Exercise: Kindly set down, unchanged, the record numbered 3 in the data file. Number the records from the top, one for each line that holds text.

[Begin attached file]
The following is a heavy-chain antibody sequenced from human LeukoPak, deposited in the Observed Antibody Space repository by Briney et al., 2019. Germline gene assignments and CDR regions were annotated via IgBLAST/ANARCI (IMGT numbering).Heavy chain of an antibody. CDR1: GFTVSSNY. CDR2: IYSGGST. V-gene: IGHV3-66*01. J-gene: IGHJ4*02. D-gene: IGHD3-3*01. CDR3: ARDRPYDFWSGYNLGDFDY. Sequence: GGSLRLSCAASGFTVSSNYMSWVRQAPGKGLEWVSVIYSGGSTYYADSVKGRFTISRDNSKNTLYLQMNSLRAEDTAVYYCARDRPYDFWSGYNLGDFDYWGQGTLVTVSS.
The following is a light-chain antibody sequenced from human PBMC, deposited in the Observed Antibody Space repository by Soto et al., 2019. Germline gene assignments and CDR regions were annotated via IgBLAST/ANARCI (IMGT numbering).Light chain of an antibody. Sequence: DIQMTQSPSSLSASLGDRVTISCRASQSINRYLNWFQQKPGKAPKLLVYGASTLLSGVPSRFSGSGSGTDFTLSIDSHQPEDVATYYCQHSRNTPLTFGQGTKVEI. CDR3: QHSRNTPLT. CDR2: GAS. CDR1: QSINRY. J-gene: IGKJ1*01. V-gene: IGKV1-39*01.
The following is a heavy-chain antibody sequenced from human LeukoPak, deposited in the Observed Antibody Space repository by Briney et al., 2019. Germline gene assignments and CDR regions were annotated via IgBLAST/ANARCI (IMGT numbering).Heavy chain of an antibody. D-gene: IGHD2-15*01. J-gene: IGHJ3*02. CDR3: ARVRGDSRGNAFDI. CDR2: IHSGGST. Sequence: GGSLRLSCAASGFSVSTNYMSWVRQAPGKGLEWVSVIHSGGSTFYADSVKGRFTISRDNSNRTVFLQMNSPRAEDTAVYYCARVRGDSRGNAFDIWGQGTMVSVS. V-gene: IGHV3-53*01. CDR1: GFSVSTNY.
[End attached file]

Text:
The following is a heavy-chain antibody sequenced from human LeukoPak, deposited in the Observed Antibody Space repository by Briney et al., 2019. Germline gene assignments and CDR regions were annotated via IgBLAST/ANARCI (IMGT numbering).Heavy chain of an antibody. D-gene: IGHD2-15*01. J-gene: IGHJ3*02. CDR3: ARVRGDSRGNAFDI. CDR2: IHSGGST. Sequence: GGSLRLSCAASGFSVSTNYMSWVRQAPGKGLEWVSVIHSGGSTFYADSVKGRFTISRDNSNRTVFLQMNSPRAEDTAVYYCARVRGDSRGNAFDIWGQGTMVSVS. V-gene: IGHV3-53*01. CDR1: GFSVSTNY.